Poems by Emma Lazarus

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Thou two-faced year, Mother of Change and Fate,
Where is the man who has been tried and found strong and sound?
Ten o'clock: the broken moon
But yesterday the earth drank like a child
(A Dream.)
Born July 22, 1849; Died November 19, 1887.
Yea, she hath looked Truth grimly face to face,
To my friend, Ralph Waldo Emerson.
Long in the lap of childhood didst thou sleep,
Small, shapeless drifts of cloud
Uplift the ponderous, golden mask of death,
Come closer, kind, white, long-familiar friend,
From Joshua Ibn Vives of Allorqui to his Former Master, Solomon Levi-Paul, de Santa-Maria, Bishop of Cartegna Chancellor of Castile, and Privy Councillor to King Henry III. of Spain.
On a background of pale gold
Dark lies the earth, and bright with worlds the sky:
Look! the round-cheeked moon floats high,
Air and sky are swathed in gold
Weep, Israel! your tardy meed outpour
1. Long, long has the Orient-Jew spun around his helplessness the cunningly enmeshed web of Talmud and Kabbala.
'T is not alone that black and yawning void
O strange, dim other-world revealed to us,
An Apologue.
1. Vast oceanic movements, the flux and reflux of immeasurable tides, oversweep our continent.
"Conquer the gloomy night of thy sorrow, for the morning greets
Not a lad in Saragossa
"I would not have," he said,
(From the German of Heine)
Late-born and woman-souled I dare not hope,
Rest, beauty, stillness: not a waif of a cloud
From the oped lattice glance once more abroad
She feels outwearied, as though o'er her head
The ceaseless whirr of crickets fills the ear
Light silken curtain, colorless and soft,
Golden lights and lengthening shadows,
My friend spoke with insinuating tongue:
I never see, after nocturnal rain,
I know how well Love shoots, how swift his flight,
Now since nor grief nor fear was longer there,
So, Calchas, on the sacred Palatine,
My thoughts impelled me to the resting-place
"O World-God, give me Wealth!" the Egyptian cried.
There is a hungry longing in the soul,
In rich Virginian woods,
Her languid pulses thrill with sudden hope,
How long, and yet how long,
Almighty! what is man?
"Since that day till now our life is one unbroken paradise. We live a true brotherly life. Every evening after supper we take a seat under the mighty oak and sing our songs." - Extract from a letter of a Russian refugee in Texas.
The golden harvest-tide is here, the corn
The noble Column, the green Laurel-tree
Yon nightingale who mourns so plaintively
Let us go in: the air is dank and chill
Unto the house of prayer my spirit yearns,
O waters fresh and sweet and clear,
The God of Love and I in wonder stared,
I saw on earth angelic graces beam,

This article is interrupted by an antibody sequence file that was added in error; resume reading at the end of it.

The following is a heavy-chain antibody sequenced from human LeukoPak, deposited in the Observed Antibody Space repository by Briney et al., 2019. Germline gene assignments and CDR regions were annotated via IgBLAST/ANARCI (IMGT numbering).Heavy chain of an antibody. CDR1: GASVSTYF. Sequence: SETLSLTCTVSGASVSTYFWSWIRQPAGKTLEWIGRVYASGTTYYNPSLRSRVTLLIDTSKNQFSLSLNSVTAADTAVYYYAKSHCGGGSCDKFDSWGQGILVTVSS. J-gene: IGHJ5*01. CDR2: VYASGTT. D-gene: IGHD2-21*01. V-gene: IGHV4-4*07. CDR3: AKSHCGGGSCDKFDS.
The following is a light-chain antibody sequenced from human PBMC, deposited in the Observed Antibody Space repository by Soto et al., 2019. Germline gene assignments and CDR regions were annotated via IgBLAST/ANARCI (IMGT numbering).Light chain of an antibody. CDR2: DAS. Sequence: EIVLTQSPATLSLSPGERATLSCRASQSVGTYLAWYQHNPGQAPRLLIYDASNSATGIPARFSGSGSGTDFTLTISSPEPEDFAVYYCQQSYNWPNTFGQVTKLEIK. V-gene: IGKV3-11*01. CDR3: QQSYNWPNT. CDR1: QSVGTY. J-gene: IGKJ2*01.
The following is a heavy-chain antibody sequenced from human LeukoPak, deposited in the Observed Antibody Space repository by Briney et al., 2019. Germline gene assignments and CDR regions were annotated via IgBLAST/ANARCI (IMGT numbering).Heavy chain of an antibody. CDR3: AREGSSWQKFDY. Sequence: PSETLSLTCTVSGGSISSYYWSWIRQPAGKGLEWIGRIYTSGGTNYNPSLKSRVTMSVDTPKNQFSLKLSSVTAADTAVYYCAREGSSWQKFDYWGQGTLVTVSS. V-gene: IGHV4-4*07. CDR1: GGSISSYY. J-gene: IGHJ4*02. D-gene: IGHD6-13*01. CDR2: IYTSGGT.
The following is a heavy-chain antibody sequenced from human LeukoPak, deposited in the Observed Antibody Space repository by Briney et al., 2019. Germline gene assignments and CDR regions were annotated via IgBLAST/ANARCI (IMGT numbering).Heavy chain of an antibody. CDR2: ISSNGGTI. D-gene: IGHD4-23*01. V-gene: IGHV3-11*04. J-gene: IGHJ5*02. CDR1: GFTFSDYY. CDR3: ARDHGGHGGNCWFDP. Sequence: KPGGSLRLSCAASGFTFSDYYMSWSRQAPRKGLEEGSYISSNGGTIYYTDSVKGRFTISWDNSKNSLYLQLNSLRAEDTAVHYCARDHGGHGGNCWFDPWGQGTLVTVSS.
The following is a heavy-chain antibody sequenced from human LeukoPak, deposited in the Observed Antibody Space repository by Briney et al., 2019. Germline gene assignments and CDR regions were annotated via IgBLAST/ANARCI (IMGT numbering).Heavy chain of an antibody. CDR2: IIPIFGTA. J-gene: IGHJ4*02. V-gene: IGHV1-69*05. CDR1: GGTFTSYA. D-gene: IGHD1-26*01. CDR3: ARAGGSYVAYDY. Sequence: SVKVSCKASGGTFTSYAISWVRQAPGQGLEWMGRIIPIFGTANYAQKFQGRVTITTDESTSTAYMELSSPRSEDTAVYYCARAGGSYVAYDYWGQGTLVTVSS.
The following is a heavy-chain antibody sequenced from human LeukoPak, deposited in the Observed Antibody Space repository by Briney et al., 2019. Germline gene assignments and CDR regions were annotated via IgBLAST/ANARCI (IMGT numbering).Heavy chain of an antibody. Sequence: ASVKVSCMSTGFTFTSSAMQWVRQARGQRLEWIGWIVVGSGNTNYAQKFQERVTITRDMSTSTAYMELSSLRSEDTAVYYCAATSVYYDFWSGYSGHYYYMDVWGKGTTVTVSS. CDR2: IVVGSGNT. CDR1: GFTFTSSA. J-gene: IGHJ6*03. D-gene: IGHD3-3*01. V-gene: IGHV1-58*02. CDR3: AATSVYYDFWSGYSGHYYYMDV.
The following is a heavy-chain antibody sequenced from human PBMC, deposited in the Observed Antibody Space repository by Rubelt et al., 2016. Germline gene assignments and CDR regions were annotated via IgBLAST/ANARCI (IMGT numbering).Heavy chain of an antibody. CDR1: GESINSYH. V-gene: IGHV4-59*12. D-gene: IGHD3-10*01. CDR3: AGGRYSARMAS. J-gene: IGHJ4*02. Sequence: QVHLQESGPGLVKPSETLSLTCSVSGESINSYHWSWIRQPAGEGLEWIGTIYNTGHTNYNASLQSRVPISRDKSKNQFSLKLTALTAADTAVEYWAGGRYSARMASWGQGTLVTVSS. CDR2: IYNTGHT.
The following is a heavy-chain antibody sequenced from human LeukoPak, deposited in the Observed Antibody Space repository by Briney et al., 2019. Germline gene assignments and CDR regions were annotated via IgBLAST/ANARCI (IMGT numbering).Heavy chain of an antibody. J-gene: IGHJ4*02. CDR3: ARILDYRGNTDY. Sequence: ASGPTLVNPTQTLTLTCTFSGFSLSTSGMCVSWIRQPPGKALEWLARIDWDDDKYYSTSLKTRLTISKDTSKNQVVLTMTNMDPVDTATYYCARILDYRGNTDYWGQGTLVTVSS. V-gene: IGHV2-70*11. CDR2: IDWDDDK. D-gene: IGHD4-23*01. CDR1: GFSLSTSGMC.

Since thou and I have proven many a time
Sennuccio, I would have thee know the shame
The fervent, pale-faced Mother ere she sleep,
Not while the fever of the blood is strong,
The little and the great are joined in one
All stupor of surprise hath passed away;
I see it as it looked one afternoon
O city of the world, with sacred splendor blest,
Look westward o'er the steaming rain-washed slopes,
"See'st thou o'er my shoulders falling,
By the impulse of my will,
Down the goldenest of streams,
Gray earth, gray mist, gray sky:
Forget thine anguish,
Night, and the heavens beam serene with peace,
Will night already spread her wings and weave
We sat at twilight nigh the sea,
The grass of fifty Aprils hath waved green
The passion of despair is quelled at last;
The calm outgoing of a long, rich day,
Raschi of Troyes, the Moon of Israel,
Thin summer rain on grass and bush and hedge,
Would I had waked this morn where Florence smiles,
I give God thanks that I, a lean old man,
And so we twain must part! Oh linger yet,
March 13, 1881.
"Am I sipping the honey of the lips?
Frosty lies the winter-landscape,
What art thou doing here, O Imagination? Go away I entreat thee by the gods, as thou didst come, for I want thee not. But thou art come according to thy old fashion. I am not angry with thee - only go away.
When the vexed hubbub of our world of gain
"With tears thy grief thou dost bemoan,
Serene was morning with clear, winnowed air,
Oft have I brooded on defeat and pain,
September 26, 1881.
When the stunned soul can first lift tired eyes
It comes not in such wise as she had deemed,
Therefore I dare reveal my private woe,
(After Robert Schumann.)
To my mother. May, 1870.
Wake, Israel, wake! Recall to-day
A Legend of the Talmud.
I saw in dream the spirits unbegot,
There was a man who watched the river flow
Across the Eastern sky has glowed
A Historical Tragedy in Five Acts.
[Aaron Ben Mier "loquitur."]
"Oh brew me a potion strong and good!
What dainty note of long-drawn melody
1. The Spanish noon is a blaze of azure fire, and the dusty pilgrims crawl like an endless serpent along treeless plains and bleached highroads, through rock-split ravines and castellated, cathedral-shadowed towns.
Kindle the taper like the steadfast star
Spoken by a Citizen of Malta - 1300.
Not like the brazen giant of Greek fame,
What, can these dead bones live, whose sap is dried
1. Moses Ben Maimon lifting his perpetual lamp over the path of the perplexed;
Night, and beneath star-blazoned summer skies
1. Over a boundless plain went a man, carrying seed.
Well-nigh two thousand years hath Israel
1. Daylong I brooded upon the Passion of Israel.
If the sudden tidings came
The Autumn promised, and he keeps
Oh, that the golden lyre divine
1. Through cycles of darkness the diamond sleeps in its coal-black prison.
Down the long hall she glistens like a star,
How strange, in some brief interval of rest,
Deep languor overcometh mind and frame:
With heavy groans did I approach my friends,
Yet life is not a vision nor a prayer,
What hast thou done to this dear friend of mine,
Sweet empty sky of June without a stain,